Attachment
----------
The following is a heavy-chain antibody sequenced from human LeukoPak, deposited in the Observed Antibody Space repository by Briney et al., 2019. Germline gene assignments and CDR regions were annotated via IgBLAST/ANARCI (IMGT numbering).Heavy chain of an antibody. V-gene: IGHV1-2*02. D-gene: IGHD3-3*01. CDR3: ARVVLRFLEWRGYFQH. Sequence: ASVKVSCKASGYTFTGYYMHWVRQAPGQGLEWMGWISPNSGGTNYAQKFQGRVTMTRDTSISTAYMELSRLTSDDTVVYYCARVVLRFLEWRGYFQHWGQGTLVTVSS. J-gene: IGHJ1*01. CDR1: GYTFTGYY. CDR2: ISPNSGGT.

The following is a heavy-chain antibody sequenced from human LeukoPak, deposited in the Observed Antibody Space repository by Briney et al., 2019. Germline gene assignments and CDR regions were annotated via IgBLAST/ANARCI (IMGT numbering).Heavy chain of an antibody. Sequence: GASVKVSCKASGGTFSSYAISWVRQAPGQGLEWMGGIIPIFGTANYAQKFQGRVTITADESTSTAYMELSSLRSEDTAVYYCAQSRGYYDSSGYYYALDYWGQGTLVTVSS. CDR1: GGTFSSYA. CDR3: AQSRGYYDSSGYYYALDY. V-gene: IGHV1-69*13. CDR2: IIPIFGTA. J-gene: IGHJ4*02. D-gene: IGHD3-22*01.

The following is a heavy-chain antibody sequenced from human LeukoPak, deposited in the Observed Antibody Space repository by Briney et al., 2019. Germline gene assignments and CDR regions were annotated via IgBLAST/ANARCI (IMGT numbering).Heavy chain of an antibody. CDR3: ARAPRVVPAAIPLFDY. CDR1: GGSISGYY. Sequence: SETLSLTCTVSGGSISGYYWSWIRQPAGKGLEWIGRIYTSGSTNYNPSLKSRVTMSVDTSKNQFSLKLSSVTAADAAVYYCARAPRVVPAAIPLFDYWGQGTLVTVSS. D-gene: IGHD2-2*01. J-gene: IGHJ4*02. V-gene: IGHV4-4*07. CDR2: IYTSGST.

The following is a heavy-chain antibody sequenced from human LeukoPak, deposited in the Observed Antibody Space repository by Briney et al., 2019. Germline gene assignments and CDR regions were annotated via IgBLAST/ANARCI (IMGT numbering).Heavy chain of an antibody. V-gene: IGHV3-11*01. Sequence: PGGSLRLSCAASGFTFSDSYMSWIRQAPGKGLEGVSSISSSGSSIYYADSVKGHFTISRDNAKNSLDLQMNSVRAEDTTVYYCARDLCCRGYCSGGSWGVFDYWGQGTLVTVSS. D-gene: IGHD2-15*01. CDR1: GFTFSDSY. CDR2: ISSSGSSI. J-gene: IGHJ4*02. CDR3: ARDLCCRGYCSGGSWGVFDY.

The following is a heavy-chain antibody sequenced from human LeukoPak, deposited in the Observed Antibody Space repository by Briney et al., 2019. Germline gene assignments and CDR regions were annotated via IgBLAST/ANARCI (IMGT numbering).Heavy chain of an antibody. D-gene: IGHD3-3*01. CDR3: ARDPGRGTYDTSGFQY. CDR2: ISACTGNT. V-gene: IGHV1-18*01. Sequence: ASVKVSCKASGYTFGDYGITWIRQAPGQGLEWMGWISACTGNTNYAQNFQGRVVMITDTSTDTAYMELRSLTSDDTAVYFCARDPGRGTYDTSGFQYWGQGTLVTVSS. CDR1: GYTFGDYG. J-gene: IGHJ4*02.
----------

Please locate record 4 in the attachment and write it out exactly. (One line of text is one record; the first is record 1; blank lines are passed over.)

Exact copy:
The following is a heavy-chain antibody sequenced from human LeukoPak, deposited in the Observed Antibody Space repository by Briney et al., 2019. Germline gene assignments and CDR regions were annotated via IgBLAST/ANARCI (IMGT numbering).Heavy chain of an antibody. V-gene: IGHV3-11*01. Sequence: PGGSLRLSCAASGFTFSDSYMSWIRQAPGKGLEGVSSISSSGSSIYYADSVKGHFTISRDNAKNSLDLQMNSVRAEDTTVYYCARDLCCRGYCSGGSWGVFDYWGQGTLVTVSS. D-gene: IGHD2-15*01. CDR1: GFTFSDSY. CDR2: ISSSGSSI. J-gene: IGHJ4*02. CDR3: ARDLCCRGYCSGGSWGVFDY.